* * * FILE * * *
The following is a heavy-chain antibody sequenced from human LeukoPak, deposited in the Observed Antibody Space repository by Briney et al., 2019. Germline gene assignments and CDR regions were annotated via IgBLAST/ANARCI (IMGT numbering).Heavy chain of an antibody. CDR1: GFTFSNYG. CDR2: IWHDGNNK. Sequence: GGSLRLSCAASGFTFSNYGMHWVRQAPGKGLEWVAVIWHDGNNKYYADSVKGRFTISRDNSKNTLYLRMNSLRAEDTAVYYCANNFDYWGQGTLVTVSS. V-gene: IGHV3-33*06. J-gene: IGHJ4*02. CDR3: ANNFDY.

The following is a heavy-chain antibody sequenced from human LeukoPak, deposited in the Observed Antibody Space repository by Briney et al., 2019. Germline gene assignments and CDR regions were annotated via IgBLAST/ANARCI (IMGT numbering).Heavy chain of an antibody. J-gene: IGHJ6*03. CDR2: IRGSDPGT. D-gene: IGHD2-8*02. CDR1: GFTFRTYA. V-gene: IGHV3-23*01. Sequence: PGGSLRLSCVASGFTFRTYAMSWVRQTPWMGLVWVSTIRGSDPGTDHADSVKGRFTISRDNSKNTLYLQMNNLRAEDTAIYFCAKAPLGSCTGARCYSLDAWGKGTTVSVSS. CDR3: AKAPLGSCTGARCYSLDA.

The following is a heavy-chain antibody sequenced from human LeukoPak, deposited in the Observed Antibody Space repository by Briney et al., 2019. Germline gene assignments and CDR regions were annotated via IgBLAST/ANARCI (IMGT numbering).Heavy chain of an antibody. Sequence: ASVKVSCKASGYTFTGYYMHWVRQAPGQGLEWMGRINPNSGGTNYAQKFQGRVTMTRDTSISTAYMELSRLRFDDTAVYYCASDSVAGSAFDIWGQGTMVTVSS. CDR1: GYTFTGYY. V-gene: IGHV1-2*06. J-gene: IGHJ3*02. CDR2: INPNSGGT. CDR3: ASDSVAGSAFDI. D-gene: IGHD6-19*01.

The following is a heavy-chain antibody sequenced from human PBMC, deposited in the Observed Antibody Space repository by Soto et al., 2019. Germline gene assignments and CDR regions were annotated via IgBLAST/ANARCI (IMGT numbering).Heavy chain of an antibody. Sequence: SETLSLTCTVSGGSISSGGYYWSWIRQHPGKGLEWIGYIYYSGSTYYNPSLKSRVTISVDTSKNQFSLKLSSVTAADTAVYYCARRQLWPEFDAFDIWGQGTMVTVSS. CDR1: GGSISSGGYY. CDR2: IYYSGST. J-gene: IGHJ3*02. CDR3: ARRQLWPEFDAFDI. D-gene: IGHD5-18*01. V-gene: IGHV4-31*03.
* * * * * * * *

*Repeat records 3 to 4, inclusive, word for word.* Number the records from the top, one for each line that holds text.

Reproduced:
The following is a heavy-chain antibody sequenced from human LeukoPak, deposited in the Observed Antibody Space repository by Briney et al., 2019. Germline gene assignments and CDR regions were annotated via IgBLAST/ANARCI (IMGT numbering).Heavy chain of an antibody. Sequence: ASVKVSCKASGYTFTGYYMHWVRQAPGQGLEWMGRINPNSGGTNYAQKFQGRVTMTRDTSISTAYMELSRLRFDDTAVYYCASDSVAGSAFDIWGQGTMVTVSS. CDR1: GYTFTGYY. V-gene: IGHV1-2*06. J-gene: IGHJ3*02. CDR2: INPNSGGT. CDR3: ASDSVAGSAFDI. D-gene: IGHD6-19*01.

The following is a heavy-chain antibody sequenced from human PBMC, deposited in the Observed Antibody Space repository by Soto et al., 2019. Germline gene assignments and CDR regions were annotated via IgBLAST/ANARCI (IMGT numbering).Heavy chain of an antibody. Sequence: SETLSLTCTVSGGSISSGGYYWSWIRQHPGKGLEWIGYIYYSGSTYYNPSLKSRVTISVDTSKNQFSLKLSSVTAADTAVYYCARRQLWPEFDAFDIWGQGTMVTVSS. CDR1: GGSISSGGYY. CDR2: IYYSGST. J-gene: IGHJ3*02. CDR3: ARRQLWPEFDAFDI. D-gene: IGHD5-18*01. V-gene: IGHV4-31*03.